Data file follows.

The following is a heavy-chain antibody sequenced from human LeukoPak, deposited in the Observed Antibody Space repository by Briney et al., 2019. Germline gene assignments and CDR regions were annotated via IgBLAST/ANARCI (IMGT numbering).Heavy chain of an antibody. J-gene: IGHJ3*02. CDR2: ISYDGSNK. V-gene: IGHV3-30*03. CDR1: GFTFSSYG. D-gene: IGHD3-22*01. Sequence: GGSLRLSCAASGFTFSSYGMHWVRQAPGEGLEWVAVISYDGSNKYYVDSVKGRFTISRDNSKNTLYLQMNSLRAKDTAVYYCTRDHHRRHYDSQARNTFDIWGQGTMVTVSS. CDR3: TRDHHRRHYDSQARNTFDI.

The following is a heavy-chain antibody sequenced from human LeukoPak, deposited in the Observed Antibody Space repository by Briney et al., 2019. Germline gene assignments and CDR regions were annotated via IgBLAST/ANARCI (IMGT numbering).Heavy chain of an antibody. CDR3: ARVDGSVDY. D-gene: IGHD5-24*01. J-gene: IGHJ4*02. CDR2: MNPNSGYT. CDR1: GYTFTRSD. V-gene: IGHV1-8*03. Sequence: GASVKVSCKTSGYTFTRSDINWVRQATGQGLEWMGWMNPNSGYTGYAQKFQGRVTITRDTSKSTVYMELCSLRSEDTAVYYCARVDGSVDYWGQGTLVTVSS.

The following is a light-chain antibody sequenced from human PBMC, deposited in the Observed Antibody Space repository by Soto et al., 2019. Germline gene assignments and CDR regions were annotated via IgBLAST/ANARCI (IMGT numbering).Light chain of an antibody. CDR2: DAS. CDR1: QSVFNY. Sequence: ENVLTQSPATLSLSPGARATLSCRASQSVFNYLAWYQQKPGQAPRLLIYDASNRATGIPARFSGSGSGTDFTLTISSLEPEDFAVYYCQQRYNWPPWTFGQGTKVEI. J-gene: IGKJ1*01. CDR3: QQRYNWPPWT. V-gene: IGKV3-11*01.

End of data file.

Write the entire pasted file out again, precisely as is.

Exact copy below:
The following is a heavy-chain antibody sequenced from human LeukoPak, deposited in the Observed Antibody Space repository by Briney et al., 2019. Germline gene assignments and CDR regions were annotated via IgBLAST/ANARCI (IMGT numbering).Heavy chain of an antibody. J-gene: IGHJ3*02. CDR2: ISYDGSNK. V-gene: IGHV3-30*03. CDR1: GFTFSSYG. D-gene: IGHD3-22*01. Sequence: GGSLRLSCAASGFTFSSYGMHWVRQAPGEGLEWVAVISYDGSNKYYVDSVKGRFTISRDNSKNTLYLQMNSLRAKDTAVYYCTRDHHRRHYDSQARNTFDIWGQGTMVTVSS. CDR3: TRDHHRRHYDSQARNTFDI.

The following is a heavy-chain antibody sequenced from human LeukoPak, deposited in the Observed Antibody Space repository by Briney et al., 2019. Germline gene assignments and CDR regions were annotated via IgBLAST/ANARCI (IMGT numbering).Heavy chain of an antibody. CDR3: ARVDGSVDY. D-gene: IGHD5-24*01. J-gene: IGHJ4*02. CDR2: MNPNSGYT. CDR1: GYTFTRSD. V-gene: IGHV1-8*03. Sequence: GASVKVSCKTSGYTFTRSDINWVRQATGQGLEWMGWMNPNSGYTGYAQKFQGRVTITRDTSKSTVYMELCSLRSEDTAVYYCARVDGSVDYWGQGTLVTVSS.

The following is a light-chain antibody sequenced from human PBMC, deposited in the Observed Antibody Space repository by Soto et al., 2019. Germline gene assignments and CDR regions were annotated via IgBLAST/ANARCI (IMGT numbering).Light chain of an antibody. CDR2: DAS. CDR1: QSVFNY. Sequence: ENVLTQSPATLSLSPGARATLSCRASQSVFNYLAWYQQKPGQAPRLLIYDASNRATGIPARFSGSGSGTDFTLTISSLEPEDFAVYYCQQRYNWPPWTFGQGTKVEI. J-gene: IGKJ1*01. CDR3: QQRYNWPPWT. V-gene: IGKV3-11*01.